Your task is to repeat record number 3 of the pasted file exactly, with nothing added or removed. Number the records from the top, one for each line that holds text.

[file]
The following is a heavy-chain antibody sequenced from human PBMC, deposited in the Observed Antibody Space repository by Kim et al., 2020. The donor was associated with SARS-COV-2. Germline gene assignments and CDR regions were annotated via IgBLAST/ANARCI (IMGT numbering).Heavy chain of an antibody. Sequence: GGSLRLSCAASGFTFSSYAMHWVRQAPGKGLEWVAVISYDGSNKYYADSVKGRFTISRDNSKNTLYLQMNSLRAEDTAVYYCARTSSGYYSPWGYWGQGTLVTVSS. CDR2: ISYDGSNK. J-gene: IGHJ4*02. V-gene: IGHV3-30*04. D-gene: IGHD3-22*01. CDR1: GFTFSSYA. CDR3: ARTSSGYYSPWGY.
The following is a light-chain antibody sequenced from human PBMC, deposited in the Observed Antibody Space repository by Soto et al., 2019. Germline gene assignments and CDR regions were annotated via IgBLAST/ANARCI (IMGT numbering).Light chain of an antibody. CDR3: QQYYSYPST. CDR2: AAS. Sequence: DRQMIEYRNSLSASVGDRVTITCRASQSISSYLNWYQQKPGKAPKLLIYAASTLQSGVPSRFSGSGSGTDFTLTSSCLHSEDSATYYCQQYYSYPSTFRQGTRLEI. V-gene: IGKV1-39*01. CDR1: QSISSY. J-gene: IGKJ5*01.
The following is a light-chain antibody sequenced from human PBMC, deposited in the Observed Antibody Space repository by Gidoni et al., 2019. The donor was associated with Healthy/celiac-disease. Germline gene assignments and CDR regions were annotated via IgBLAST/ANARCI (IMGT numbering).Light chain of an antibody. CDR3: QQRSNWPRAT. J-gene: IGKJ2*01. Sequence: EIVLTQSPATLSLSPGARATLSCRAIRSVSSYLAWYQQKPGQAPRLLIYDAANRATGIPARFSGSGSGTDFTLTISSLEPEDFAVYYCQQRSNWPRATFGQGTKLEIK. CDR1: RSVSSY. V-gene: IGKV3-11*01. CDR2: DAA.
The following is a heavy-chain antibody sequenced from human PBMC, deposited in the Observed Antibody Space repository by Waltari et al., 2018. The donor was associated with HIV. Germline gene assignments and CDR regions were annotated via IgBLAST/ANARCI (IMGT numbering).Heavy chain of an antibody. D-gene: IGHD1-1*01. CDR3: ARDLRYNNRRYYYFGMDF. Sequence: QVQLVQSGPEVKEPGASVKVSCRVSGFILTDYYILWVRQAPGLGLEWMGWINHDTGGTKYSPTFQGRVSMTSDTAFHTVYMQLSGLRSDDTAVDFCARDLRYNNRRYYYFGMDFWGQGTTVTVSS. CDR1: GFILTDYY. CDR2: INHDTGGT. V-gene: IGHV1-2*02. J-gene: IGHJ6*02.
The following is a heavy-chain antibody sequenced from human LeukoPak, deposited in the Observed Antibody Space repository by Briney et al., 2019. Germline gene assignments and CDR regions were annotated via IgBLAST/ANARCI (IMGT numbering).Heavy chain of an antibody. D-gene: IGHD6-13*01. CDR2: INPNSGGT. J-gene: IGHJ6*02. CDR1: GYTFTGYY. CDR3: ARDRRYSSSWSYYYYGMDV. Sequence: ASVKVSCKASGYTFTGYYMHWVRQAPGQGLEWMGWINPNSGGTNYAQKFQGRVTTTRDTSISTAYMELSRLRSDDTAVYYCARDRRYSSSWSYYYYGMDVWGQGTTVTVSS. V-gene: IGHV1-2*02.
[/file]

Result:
The following is a light-chain antibody sequenced from human PBMC, deposited in the Observed Antibody Space repository by Gidoni et al., 2019. The donor was associated with Healthy/celiac-disease. Germline gene assignments and CDR regions were annotated via IgBLAST/ANARCI (IMGT numbering).Light chain of an antibody. CDR3: QQRSNWPRAT. J-gene: IGKJ2*01. Sequence: EIVLTQSPATLSLSPGARATLSCRAIRSVSSYLAWYQQKPGQAPRLLIYDAANRATGIPARFSGSGSGTDFTLTISSLEPEDFAVYYCQQRSNWPRATFGQGTKLEIK. CDR1: RSVSSY. V-gene: IGKV3-11*01. CDR2: DAA.